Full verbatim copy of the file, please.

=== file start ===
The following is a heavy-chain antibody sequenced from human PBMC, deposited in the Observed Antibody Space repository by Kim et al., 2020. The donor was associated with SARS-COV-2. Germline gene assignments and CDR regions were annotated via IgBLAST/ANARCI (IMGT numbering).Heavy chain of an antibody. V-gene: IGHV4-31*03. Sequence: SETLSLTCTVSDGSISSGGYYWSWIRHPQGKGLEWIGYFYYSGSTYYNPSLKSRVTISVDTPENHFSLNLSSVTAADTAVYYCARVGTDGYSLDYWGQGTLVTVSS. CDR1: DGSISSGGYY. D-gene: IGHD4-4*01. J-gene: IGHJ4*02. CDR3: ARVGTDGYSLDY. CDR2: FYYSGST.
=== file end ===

The following is a heavy-chain antibody sequenced from human PBMC, deposited in the Observed Antibody Space repository by Kim et al., 2020. The donor was associated with SARS-COV-2. Germline gene assignments and CDR regions were annotated via IgBLAST/ANARCI (IMGT numbering).Heavy chain of an antibody. V-gene: IGHV4-31*03. Sequence: SETLSLTCTVSDGSISSGGYYWSWIRHPQGKGLEWIGYFYYSGSTYYNPSLKSRVTISVDTPENHFSLNLSSVTAADTAVYYCARVGTDGYSLDYWGQGTLVTVSS. CDR1: DGSISSGGYY. D-gene: IGHD4-4*01. J-gene: IGHJ4*02. CDR3: ARVGTDGYSLDY. CDR2: FYYSGST.